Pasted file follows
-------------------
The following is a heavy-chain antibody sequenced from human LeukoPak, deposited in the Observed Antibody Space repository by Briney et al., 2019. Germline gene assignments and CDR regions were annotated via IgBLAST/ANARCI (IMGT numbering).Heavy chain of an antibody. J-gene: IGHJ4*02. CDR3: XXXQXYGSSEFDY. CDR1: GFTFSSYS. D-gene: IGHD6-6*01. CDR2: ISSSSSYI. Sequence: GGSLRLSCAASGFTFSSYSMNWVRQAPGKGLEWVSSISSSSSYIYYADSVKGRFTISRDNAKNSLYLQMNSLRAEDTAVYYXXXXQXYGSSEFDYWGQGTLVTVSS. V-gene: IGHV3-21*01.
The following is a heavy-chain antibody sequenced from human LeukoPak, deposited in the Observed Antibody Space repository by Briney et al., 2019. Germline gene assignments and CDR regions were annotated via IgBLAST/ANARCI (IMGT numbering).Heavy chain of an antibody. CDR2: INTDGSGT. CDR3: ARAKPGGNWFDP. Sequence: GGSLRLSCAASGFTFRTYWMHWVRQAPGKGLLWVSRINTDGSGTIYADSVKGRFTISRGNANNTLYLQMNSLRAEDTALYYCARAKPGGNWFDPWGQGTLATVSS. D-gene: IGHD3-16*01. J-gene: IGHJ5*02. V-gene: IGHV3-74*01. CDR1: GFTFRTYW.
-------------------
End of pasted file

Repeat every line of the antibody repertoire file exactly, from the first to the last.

The following is a heavy-chain antibody sequenced from human LeukoPak, deposited in the Observed Antibody Space repository by Briney et al., 2019. Germline gene assignments and CDR regions were annotated via IgBLAST/ANARCI (IMGT numbering).Heavy chain of an antibody. J-gene: IGHJ4*02. CDR3: XXXQXYGSSEFDY. CDR1: GFTFSSYS. D-gene: IGHD6-6*01. CDR2: ISSSSSYI. Sequence: GGSLRLSCAASGFTFSSYSMNWVRQAPGKGLEWVSSISSSSSYIYYADSVKGRFTISRDNAKNSLYLQMNSLRAEDTAVYYXXXXQXYGSSEFDYWGQGTLVTVSS. V-gene: IGHV3-21*01.
The following is a heavy-chain antibody sequenced from human LeukoPak, deposited in the Observed Antibody Space repository by Briney et al., 2019. Germline gene assignments and CDR regions were annotated via IgBLAST/ANARCI (IMGT numbering).Heavy chain of an antibody. CDR2: INTDGSGT. CDR3: ARAKPGGNWFDP. Sequence: GGSLRLSCAASGFTFRTYWMHWVRQAPGKGLLWVSRINTDGSGTIYADSVKGRFTISRGNANNTLYLQMNSLRAEDTALYYCARAKPGGNWFDPWGQGTLATVSS. D-gene: IGHD3-16*01. J-gene: IGHJ5*02. V-gene: IGHV3-74*01. CDR1: GFTFRTYW.